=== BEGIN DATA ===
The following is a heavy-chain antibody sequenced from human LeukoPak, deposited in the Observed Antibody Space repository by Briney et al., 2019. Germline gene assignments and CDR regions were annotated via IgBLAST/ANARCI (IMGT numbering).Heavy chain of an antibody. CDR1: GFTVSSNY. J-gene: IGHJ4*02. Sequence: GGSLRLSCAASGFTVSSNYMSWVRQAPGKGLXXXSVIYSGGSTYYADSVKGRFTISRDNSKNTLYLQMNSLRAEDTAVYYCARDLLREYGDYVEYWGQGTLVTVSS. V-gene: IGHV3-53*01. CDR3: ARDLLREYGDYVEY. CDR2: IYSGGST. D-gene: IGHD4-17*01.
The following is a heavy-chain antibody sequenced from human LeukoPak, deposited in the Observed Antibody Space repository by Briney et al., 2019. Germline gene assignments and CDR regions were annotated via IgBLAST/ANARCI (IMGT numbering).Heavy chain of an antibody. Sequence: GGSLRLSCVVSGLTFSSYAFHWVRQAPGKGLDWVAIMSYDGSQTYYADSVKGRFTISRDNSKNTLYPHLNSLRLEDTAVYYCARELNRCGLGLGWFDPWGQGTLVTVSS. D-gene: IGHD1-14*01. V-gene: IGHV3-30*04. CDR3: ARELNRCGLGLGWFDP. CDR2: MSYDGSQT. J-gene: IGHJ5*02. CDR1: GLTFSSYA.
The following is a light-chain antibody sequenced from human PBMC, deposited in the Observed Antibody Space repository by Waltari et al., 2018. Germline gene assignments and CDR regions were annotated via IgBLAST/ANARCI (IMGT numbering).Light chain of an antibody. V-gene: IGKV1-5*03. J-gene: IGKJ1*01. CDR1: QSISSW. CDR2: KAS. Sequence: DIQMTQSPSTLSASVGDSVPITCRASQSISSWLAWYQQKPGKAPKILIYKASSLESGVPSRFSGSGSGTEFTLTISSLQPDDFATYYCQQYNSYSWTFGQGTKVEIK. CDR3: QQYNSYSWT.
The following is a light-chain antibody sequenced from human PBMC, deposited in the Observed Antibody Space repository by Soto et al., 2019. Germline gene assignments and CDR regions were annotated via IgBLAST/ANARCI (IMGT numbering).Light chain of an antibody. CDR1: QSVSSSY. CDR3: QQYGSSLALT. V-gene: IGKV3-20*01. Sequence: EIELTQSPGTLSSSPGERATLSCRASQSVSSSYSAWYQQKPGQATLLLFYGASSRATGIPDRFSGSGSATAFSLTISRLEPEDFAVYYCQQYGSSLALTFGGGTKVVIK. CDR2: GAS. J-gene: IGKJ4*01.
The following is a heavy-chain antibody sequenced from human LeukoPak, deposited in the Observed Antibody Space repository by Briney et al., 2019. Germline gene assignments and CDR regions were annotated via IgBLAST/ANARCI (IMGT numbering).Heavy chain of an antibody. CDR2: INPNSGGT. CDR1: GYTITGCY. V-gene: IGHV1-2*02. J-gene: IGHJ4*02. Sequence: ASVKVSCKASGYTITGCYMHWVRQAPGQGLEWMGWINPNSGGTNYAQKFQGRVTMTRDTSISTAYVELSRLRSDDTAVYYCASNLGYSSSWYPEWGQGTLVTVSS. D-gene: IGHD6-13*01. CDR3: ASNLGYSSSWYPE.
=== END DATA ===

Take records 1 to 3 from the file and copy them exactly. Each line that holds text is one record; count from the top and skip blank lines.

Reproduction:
The following is a heavy-chain antibody sequenced from human LeukoPak, deposited in the Observed Antibody Space repository by Briney et al., 2019. Germline gene assignments and CDR regions were annotated via IgBLAST/ANARCI (IMGT numbering).Heavy chain of an antibody. CDR1: GFTVSSNY. J-gene: IGHJ4*02. Sequence: GGSLRLSCAASGFTVSSNYMSWVRQAPGKGLXXXSVIYSGGSTYYADSVKGRFTISRDNSKNTLYLQMNSLRAEDTAVYYCARDLLREYGDYVEYWGQGTLVTVSS. V-gene: IGHV3-53*01. CDR3: ARDLLREYGDYVEY. CDR2: IYSGGST. D-gene: IGHD4-17*01.
The following is a heavy-chain antibody sequenced from human LeukoPak, deposited in the Observed Antibody Space repository by Briney et al., 2019. Germline gene assignments and CDR regions were annotated via IgBLAST/ANARCI (IMGT numbering).Heavy chain of an antibody. Sequence: GGSLRLSCVVSGLTFSSYAFHWVRQAPGKGLDWVAIMSYDGSQTYYADSVKGRFTISRDNSKNTLYPHLNSLRLEDTAVYYCARELNRCGLGLGWFDPWGQGTLVTVSS. D-gene: IGHD1-14*01. V-gene: IGHV3-30*04. CDR3: ARELNRCGLGLGWFDP. CDR2: MSYDGSQT. J-gene: IGHJ5*02. CDR1: GLTFSSYA.
The following is a light-chain antibody sequenced from human PBMC, deposited in the Observed Antibody Space repository by Waltari et al., 2018. Germline gene assignments and CDR regions were annotated via IgBLAST/ANARCI (IMGT numbering).Light chain of an antibody. V-gene: IGKV1-5*03. J-gene: IGKJ1*01. CDR1: QSISSW. CDR2: KAS. Sequence: DIQMTQSPSTLSASVGDSVPITCRASQSISSWLAWYQQKPGKAPKILIYKASSLESGVPSRFSGSGSGTEFTLTISSLQPDDFATYYCQQYNSYSWTFGQGTKVEIK. CDR3: QQYNSYSWT.